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RAM not "officially supported"

Last response: in Memory
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September 14, 2012 4:40:14 AM

On the intel website it says the 2500k only supports up to 1333mhz of RAM, but I know for a fact that the 2500k can go higher. I read that this is because it is not "officially supported" by intel. What does this mean exactly?
a b } Memory
September 14, 2012 7:33:13 AM

I believe it means they didn't test it with whatever RAM speed you are thinking so they cannot guarantee that it will work
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a c 347 } Memory
a b å Intel
September 14, 2012 2:57:51 PM

Example
Intel i5-2500K - http://ark.intel.com/products/52210/Intel-Core-i5-2500K...(6M-Cache-up-to-3_70-GHz)
Memory Types DDR3-1066/1333
Max Memory Bandwidth 21 GB/s
21GB/s = 21504MB/s = XMHz * 2 * 64-bit * 1/8
X = 1344MHz = DDR3-2688 and there are DDR3-2600 Kits
Intel i5-3570K - http://ark.intel.com/products/65520/Intel-Core-i5-3570K...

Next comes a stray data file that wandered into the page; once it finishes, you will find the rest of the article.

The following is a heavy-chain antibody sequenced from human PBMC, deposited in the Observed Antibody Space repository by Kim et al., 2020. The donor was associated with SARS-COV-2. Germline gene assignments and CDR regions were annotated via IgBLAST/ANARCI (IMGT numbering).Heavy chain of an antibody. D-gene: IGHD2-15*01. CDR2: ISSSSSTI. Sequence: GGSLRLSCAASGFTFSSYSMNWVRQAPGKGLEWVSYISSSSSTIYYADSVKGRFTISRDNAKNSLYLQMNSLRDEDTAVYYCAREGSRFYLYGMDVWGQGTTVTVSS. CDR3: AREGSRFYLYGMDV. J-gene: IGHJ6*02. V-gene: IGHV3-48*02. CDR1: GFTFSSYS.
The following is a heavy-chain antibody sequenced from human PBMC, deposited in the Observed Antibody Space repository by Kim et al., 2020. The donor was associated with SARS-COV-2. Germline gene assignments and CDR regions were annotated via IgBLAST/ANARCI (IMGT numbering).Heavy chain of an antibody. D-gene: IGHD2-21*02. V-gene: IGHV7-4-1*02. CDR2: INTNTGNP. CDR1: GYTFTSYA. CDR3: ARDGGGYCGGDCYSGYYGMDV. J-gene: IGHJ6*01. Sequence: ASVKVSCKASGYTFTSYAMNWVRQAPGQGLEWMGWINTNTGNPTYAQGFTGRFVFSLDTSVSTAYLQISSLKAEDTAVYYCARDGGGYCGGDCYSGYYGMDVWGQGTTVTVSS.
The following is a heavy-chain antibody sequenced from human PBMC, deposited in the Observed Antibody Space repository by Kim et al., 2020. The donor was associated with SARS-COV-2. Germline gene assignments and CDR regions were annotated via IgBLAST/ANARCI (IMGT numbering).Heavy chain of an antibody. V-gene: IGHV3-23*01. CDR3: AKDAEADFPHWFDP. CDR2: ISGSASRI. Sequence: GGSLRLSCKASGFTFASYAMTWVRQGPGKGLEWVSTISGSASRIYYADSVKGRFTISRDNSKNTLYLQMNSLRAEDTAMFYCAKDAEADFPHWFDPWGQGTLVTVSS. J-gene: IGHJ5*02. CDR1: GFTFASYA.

Memory Types DDR3-1333/1600
Max Memory Bandwidth 25.6 GB/s
25.6GB/s = 26214.4MB/s = XMHz * 2 * 64-bit * 1/8
X = 1638.4MHz = DDR3-3276.8 and there are DDR3-2800 Kits and folks have OC the RAM >DDR3-3000

The 'Memory Types' are the Intel spec Rated & Default DDR3 Frequencies; that's all it means. On either platform RAM >DDR3-1600 CAS 8 or 9 yields minimal if any 'real world' differences, and Frequencies much higher adds unnecessary instability. So for the best experience I recommend XMP Profile DDR3-1600 CAS 8 or 9 memory and in 2x4GB density kits.
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September 28, 2012 3:17:54 AM

Best answer selected by rewben2.
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